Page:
Horizon scan of invasive alien species for the island of Ireland.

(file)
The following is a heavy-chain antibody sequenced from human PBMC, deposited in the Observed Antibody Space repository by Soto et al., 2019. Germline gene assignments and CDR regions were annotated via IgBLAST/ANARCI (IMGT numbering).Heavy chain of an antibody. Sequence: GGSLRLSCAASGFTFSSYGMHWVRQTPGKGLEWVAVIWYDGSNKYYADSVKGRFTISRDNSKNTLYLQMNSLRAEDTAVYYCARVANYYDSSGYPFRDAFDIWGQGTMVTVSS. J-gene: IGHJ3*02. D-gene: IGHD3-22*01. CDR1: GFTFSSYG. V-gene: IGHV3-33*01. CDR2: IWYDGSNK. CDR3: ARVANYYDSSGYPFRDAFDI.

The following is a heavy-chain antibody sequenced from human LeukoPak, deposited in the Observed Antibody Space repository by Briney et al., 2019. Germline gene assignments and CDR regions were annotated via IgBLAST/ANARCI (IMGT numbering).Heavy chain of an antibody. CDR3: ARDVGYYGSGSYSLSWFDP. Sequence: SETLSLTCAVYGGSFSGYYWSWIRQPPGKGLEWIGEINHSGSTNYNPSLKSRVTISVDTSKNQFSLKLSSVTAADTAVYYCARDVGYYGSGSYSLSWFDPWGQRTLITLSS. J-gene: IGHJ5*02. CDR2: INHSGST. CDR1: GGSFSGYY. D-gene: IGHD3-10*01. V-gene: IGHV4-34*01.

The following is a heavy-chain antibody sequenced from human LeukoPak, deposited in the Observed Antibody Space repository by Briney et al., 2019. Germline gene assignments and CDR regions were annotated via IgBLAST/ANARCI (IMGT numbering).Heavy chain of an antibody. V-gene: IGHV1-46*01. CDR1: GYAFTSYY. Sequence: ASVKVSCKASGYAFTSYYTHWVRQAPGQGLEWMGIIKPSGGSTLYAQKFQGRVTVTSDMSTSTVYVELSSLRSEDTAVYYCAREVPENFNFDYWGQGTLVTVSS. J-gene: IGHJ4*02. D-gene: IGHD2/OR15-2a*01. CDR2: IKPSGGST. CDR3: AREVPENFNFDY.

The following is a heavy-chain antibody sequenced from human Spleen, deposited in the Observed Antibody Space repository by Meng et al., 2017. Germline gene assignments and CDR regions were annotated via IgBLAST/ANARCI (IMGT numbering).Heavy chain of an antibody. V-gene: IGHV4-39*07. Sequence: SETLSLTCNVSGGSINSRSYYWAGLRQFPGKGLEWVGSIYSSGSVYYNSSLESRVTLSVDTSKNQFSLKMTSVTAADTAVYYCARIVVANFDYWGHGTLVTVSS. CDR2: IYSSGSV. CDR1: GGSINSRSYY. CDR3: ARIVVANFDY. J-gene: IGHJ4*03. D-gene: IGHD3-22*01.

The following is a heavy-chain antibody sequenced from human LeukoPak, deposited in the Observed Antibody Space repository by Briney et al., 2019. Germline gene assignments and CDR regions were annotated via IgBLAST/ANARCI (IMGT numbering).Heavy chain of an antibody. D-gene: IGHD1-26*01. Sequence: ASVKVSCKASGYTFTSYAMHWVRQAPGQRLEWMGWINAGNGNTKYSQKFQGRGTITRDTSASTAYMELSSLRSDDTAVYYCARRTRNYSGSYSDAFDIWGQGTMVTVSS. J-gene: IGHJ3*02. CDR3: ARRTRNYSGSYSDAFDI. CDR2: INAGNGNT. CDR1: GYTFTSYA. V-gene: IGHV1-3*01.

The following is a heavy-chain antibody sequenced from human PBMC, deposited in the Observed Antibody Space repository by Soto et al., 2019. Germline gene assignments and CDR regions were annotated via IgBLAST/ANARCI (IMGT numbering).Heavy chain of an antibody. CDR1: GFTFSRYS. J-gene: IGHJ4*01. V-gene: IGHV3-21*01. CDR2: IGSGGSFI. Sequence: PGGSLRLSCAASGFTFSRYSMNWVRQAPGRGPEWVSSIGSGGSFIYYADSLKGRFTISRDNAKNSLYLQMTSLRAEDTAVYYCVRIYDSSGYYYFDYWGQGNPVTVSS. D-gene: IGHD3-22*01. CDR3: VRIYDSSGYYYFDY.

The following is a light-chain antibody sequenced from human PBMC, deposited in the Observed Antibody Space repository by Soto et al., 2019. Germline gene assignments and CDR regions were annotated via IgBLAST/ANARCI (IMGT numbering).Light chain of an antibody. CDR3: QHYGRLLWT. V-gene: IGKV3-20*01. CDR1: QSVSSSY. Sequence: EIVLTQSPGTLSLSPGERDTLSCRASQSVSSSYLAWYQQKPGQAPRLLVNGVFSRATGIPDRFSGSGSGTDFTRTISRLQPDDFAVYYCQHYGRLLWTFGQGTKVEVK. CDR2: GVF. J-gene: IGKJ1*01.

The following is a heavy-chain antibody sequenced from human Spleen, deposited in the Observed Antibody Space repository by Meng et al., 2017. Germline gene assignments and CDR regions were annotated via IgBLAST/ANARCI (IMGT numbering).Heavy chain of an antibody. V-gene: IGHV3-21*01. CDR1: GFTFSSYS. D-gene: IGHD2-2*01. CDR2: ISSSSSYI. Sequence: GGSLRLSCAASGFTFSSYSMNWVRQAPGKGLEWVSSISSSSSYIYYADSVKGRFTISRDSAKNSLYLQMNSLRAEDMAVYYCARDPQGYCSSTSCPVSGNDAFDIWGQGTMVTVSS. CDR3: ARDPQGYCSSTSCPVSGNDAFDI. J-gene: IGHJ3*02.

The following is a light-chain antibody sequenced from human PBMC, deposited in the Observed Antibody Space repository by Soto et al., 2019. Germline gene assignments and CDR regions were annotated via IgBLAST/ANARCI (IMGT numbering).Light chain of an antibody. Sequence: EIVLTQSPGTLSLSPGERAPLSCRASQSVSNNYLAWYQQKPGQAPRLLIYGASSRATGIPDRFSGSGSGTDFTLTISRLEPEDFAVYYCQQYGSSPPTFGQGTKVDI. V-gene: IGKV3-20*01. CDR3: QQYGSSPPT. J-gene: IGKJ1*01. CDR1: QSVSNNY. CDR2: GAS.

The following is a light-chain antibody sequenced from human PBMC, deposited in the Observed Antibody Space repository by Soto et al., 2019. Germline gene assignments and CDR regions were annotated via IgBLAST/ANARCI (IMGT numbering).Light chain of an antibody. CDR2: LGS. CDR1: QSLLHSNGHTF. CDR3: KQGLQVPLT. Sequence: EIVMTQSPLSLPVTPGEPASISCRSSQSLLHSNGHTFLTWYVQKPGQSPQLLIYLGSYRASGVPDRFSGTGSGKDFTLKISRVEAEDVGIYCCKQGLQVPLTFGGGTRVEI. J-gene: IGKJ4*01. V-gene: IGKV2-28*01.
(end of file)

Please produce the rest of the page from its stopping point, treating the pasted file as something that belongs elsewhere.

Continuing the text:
Ireland, being an island situated on Europe's western seaboard, has a fewer number of native species than mainland European Union Member States (MS). Increased numbers of vectors and pathways have reduced the island's biotic isolation, increasing the risk of new introductions and their associated impacts on native biodiversity. It is likely that these risks are greater here than they are in continental MSs, where the native biodiversity is richer. A horizon scanning approach was used to identify the most likely invasive alien species (IAS) (with the potential to impact biodiversity) to arrive on the island of Ireland within the next ten years. To achieve this, we used a consensus-based approach, whereby expert opinion and discussion groups were utilised to establish and rank a list of 40 species of the most likely terrestrial, freshwater and marine IAS to arrive on the island of Ireland within the decade 2017-2027. The list of 40 included 18 freshwater, 15 terrestrial and seven marine IAS. Crustacean species (freshwater and marine) were taxonomically dominant (11 out of 40); this reflects their multiple pathways of introduction, their ability to act as ecosystem engineers and their resulting high impacts on biodiversity. Freshwater species dominated the top ten IAS (seven species out of ten), with the signal crayfish (Pacifastacus leniusculus) highlighted as the most likely species to arrive and establish in freshwaters, while roe deer (Capreolus capreolus) (second) and the warm-water barnacle (Hesperibalanus fallax) (fifth), were the most likely terrestrial and marine invaders. This evidence-based list provides important information to the relevant statutory agencies in both the Republic of Ireland and Northern Ireland to prioritise the prevention of the most likely invaders and aid in compliance with legislation, in particular the EU Regulation on Invasive Alien Species (EU 1143/2014). Targeted biosecurity in both jurisdictions is urgently required in order to manage the pathways and vectors of arrival, and is vital to maintaining native biodiversity on the island of Ireland.